Purpose of this Blog...

You may have noticed that not all books are equal in capturing children's imaginations and in cultivating those innocent, tender souls. My goal is to help you find the ones that do!
(Painting by Mary Cassatt: "Mrs Cassatt Reading to her Grandchildren" -1888)

Tuesday, May 27, 2014

Is "Present Absence" Becoming the Accepted Norm?

Look at the scenario below - do you recognize yourself in this state of "present absence" with a child or grandchild (or spouse)?
...when parents focus on their digital world first — ahead of their children — there can be deep emotional consequences for the child, Steiner-Adair says. "We are behaving in ways that certainly tell children they don't matter, they're not interesting to us, they're not as compelling as anybody, anything, any ping that may interrupt our time with them," she says. Read more here.

We're all guilty of it: being distracted, not living in the moment. And with the emergence of smartphones, we've got more distractions than ever - right in our pockets - making it harder than ever to pay attention to the people right in front of us and our important communal relationships!

"Ignoring family and friends who are in the room, while text messaging someone far away, is counterproductive to solid, healthy, relationships...The age of technological advancement has it's advantages, but it also has a dark side. When we spend the majority of our waking hours text messaging, talking on mobile phones, or becoming lost in cyberspace, we've become self-destructive, having succumbed to an addictive behavior that blocks true spiritual, social, and mental growth. Technology has it's place, but we must not allow it to become a god unto itself." -Abbot Tryphon (from his blog, The Morning Offering - here.)
As our society delves deeper and deeper into technology and social networking, I've been seeing lots of articles on how they're affecting our families, friendships, and attention spans.

I mean - my goodness! - even the smallest child can hold a computer right in his little baby hands.  Have a look at this recent (and rather alarming) article, "Infants unable to use toy building blocks due to iPad addiction" - here.

With the onset of smartphones, it seems that mobile cellular devices are invading our homes, classrooms, restaurants and theaters, as well as our offices and streets (even churches and campsites - is no space sacred enough for silence anymore?).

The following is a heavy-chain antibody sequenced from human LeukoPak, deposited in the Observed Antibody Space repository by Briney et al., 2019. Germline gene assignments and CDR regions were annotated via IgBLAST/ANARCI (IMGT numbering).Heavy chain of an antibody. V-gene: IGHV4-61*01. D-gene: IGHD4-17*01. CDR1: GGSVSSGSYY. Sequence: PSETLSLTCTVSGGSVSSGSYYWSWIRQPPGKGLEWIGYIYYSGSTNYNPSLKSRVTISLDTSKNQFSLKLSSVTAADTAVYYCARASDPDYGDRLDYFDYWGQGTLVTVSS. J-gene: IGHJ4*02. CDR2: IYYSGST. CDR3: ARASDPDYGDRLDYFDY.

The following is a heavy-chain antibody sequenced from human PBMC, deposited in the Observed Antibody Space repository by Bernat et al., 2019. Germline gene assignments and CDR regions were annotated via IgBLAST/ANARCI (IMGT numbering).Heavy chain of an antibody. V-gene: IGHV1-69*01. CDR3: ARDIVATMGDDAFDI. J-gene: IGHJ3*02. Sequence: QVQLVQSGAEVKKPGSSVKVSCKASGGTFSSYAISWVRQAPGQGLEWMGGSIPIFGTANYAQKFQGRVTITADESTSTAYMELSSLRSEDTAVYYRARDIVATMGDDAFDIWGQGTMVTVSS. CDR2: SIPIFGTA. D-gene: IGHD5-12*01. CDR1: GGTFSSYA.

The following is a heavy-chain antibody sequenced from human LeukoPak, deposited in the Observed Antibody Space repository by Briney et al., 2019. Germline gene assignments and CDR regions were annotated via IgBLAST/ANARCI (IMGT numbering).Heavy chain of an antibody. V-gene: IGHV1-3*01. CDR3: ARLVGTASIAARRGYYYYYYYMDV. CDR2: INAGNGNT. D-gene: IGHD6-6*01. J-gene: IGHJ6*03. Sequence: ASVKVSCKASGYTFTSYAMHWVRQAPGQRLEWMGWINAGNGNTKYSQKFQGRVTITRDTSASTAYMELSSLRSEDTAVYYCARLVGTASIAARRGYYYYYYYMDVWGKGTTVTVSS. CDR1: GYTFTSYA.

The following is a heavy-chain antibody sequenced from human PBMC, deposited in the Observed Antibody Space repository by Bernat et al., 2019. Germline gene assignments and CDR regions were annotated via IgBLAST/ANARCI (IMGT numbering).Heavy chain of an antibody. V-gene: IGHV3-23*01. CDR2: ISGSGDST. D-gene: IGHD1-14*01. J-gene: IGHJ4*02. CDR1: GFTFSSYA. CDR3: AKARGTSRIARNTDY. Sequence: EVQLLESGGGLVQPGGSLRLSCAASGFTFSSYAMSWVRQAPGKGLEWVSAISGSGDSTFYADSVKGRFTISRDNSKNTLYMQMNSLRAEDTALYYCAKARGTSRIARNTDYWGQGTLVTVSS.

But in reality, the problem isn't the devices; it's us.  Because as with any kind of media - and especially "mobile media" - lack of control stems from addiction - and bad habits are hard to break.

Teens especially are struggling with this addiction to "instant connectivity and always-on devices" - as noted in this important article.

Stop the madness!
Name it...
Having trouble putting down the device?  A good place to start is by naming and recognizing the root of your addiction problem:  are you suffering from loneliness, boredom, laziness, procrastination, depression, anxiety...?  Guess what?  Compulsively checking your social media sites on your smartphone will only make it worse!

Be Mindful...
Don't think you can survive without having your phone on 24/7? We have to re-learn mindfulness.
The goal of mindfulness is to be in the moment, when you're doing something. Instead of letting your mind ruminate or compulsively checking your cell phone, work on training your focus onto what you're doing -- if you're eating just eat, try to taste everything...From "Your Cell Phone is Not Part of Your Body - You Can Let it Go!" - read more here.

Institute "Smart" Phone Boundaries...
All those mini-moments of disconnect add up!  Do you have any tips that help limit your computer/smart phone/iPad use?  Here are mine:
1 - Just like with computers and television, no smartphones or iPads at the table during mealtimes.
2 - No smartphones during time with friends and family - strive to be in the moment.  Return calls/texts later.
3 - Consider not even uploading social network apps for sites like facebook, instagram, etc. on your phone, if they pose a distraction for you.  Be with your real community, not just your "virtual" one.
4 - Check your devices only occasionally for new emails, texts, or missed calls - not out of boredom.
5 - Don't substitute kids' apps for read aloud time and playtime with your child.  Remember "face-to-face" interactions are the primary way children learn! Read more here.
6 - Turn off your smartphone when you are in a worship service at church.  Whatever it is, can wait.  (This boundary should apply to theaters and libraries too.)

If These quotes Don't Motivate You to Put Down Your Smartphone, I Don't Know What Will...
 "We are always getting ready to live but never living." 
-Ralph Waldo Emerson
"Forever is composed of nows." 
-Emily Dickinson
"Reading forces you to be quiet in a world that no longer makes a place for that." 
-John Green
"Dost thou love life? Then do not squander time, for that’s the stuff life is made of.” 
-Benjamin Franklin
"The best thing about the future is that it comes only one day at a time." 
-Abraham Lincoln


  1. It's really sad. We're holding out on getting a phone or device like that...my 12 year old has a Kindle and it's been a bit of a problem, but we've limited her time on that to just weekends and she's not to use it when we have guests.

  2. It's a double edged sword isn't it? When our boys were teenagers I liked to be able to keep track on their movements via mobile phones and now they live far away I enjoy the contact social media allows. Like most things in life we need balance and children need our undivided attention at least some of the time.

  3. This is terrific. I agree with you completely and thank you so much for writing this post.

    Speaking for my own self, I feel so sad when sharing a meal or visiting with my adult son or my mother and they are both tapping away on their iphones! It's sad ....